The Darker Side of Being Human

In 1991 the movie “Silence of the Lambs” was released. The movie, starring Jodie Foster and Anthony Hopkins, was about agent Clarice Starling (played by Foster) chasing a serial killer with the help of a brilliant but terrifying murderer already in prison named Hannibal Lector (Hopkins). In order to do her job, Starling needed to get into the head of why a serial killer does what he does and Lector, gleefully, helped her to do just that. It was a dark and terrifying descent into the darkest parts of the human mind.

I loved that movie!

A lot of people did. It won the best picture Oscar. Foster and Hopkins won best acting Oscars and the catch phrase “It rubs the lotion on its skin or else it gets the hose again” is firmly entrenched into our culture and colloquial language.

But why?

Scholars, researchers, writers, psychologists, artists and on and on have struggled with trying to understand this phenomena of human psyche for centuries. All I have ever seen though, from all of those efforts, are representations, expression of it if you will, but not what actually drives it.

It seems to me, from seeing movies like “Silence of the Lambs”, or gruesome paintings like Goya’s “Saturn Devouring his Son”, we are more interested in the acts and not so much in what drives them. I for one think that we are fascinated by this darkness, in the same way, we all stop to watch a car wreck. What horror is there for us to witness that is not part of our daily lives?

This human darkness is probably a holdover from our days of living in caves and hunting mastodons. In order to survive the elements, animals, and other cave people, we would have been capable of some seriously dark and scary things.

In the early 1980’s I had moved to San Francisco for school. I liked it there. San Francisco is a huge, bustling cauldron of art, culture, history, architecture and a few million people basically living on top of each other. The peninsula where this city resides is fairly tiny.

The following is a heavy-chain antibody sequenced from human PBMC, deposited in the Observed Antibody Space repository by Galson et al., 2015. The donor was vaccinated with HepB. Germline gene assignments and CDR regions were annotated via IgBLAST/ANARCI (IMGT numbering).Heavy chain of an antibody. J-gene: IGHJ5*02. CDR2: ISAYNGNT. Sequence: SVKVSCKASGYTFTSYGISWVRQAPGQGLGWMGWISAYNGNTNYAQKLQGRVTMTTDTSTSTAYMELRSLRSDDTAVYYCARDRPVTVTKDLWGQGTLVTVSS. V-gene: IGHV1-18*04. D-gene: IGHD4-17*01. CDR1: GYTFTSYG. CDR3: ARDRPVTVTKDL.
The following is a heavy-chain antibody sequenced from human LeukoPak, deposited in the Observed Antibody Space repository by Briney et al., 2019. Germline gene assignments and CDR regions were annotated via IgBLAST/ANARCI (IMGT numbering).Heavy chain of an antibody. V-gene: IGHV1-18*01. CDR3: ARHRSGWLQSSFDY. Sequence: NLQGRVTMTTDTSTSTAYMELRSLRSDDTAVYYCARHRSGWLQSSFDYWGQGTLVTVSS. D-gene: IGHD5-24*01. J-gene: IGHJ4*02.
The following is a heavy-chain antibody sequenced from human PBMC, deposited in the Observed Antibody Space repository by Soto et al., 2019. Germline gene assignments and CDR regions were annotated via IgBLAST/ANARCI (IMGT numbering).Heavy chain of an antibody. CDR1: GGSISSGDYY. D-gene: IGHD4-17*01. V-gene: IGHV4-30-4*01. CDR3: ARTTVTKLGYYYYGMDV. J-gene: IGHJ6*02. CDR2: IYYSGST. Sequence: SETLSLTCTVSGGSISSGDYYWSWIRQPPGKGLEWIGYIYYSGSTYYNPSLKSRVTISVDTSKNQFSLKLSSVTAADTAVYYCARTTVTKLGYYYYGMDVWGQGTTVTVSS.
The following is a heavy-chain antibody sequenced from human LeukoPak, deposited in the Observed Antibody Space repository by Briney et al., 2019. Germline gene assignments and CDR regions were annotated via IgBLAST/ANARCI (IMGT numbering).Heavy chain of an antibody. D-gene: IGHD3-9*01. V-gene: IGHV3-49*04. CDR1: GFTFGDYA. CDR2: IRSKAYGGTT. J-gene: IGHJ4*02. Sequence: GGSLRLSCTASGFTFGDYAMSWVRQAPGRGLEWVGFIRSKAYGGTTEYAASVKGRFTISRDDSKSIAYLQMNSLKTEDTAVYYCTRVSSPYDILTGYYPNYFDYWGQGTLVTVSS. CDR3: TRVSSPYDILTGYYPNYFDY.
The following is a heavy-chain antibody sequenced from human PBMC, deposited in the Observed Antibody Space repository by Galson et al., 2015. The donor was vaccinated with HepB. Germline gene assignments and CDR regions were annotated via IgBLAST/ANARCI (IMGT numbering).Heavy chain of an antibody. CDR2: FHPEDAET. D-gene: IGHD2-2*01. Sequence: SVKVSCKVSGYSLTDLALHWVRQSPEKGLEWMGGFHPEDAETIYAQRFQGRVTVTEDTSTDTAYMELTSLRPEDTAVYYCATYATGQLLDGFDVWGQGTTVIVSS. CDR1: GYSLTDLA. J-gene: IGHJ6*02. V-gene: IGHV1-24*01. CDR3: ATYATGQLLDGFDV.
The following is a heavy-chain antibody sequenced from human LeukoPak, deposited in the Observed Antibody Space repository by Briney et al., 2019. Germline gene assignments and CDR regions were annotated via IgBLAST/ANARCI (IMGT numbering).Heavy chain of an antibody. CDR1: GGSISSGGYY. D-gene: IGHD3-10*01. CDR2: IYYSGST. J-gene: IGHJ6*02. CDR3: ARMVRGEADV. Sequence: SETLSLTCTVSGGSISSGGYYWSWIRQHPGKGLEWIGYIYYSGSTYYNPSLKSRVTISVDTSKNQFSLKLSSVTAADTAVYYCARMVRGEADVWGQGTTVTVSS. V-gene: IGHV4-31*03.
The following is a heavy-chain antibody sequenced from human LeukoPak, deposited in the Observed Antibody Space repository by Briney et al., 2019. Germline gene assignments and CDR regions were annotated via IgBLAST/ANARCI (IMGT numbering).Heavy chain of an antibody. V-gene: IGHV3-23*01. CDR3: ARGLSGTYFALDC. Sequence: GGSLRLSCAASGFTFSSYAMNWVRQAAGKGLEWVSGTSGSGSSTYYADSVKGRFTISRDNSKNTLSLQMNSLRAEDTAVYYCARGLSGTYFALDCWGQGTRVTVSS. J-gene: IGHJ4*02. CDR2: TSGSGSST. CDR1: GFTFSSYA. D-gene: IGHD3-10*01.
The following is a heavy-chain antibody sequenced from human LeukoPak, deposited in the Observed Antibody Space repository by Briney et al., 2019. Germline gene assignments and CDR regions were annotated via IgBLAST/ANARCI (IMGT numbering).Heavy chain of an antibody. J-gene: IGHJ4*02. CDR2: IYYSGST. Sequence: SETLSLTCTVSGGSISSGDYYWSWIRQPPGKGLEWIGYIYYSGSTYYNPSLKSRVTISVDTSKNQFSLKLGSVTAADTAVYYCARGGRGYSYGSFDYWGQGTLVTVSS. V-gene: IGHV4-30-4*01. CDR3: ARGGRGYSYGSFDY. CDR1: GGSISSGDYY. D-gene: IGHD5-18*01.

I lived half a block from the north east side of Golden Gate Park. This park is amazing with a museum, aquarium, amphitheater, and a plant conservatory along with picnic areas, Japanese Teahouse, ponds, woods and gorgeous gardens. Many times I walked through the park, all of the way down to the Pacific.

I do remember walking through the park and seeing some large metal drums one day. They were just dropped off by one of the hiking trails. I walked right past them more than once, and, the park was always so well maintained, it was hard to figure out what those were doing there. As I passed them each time, I wondered what their purpose was. I watched other people going by them as well. Most were indifferent, however, I could see that others found them out of place as well especially because we could clearly see one was marked “Toxic Chemicals”. Apparently, their strangeness was communicated to a mounted patrolman Bruno Pezzulich who immediately contacted the Fire Department.

When one of the firemen moved a barrel, which had been sealed with concrete, blood oozed out.

It felt weird to me, quite unsettling in fact, that all of the times I was walking past those barrels, they contained human bodies. One had a man shoved in there and, the other one had two women wedged inside. This became known, of course, as the Golden Gate Barrel Murders and although I was not directly involved, I still felt a part of it for having seen these before it was known what they were.

As horrified as I was with finally knowing what the “toxic chemicals” were, I was absolutely fascinated with what had happened. Who did this and why? I was riveted by the case, especially because, I saw this killer’s handiwork myself and wondered if the he was ever in the park at all, watching us, watching me, watching the barrels.

An ex-cop named Anthony “Jack” Sully was implicated and found guilty after his prints were identified on the barrels. This man Sully had a passion for torturing and murdering prostitutes and freebasing cocaine and it all happened in San Francisco, the spring of 1983.

Do I feel sullied (pun intended) for having been so close to the work of a murderer? Not at all. It just amazes me that I am of the same species that can spawn such darkness. I don’t have this need to get a rush from killing the way murderers do, but, I still harbor this fascination with their acts. Maybe that is my holdover from the cave days.

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The greatness of a nation and it's moral progress can be judged by the way it's animals are treated - Mahatma Ghandi

©  Briar Lee Mitchell, 2014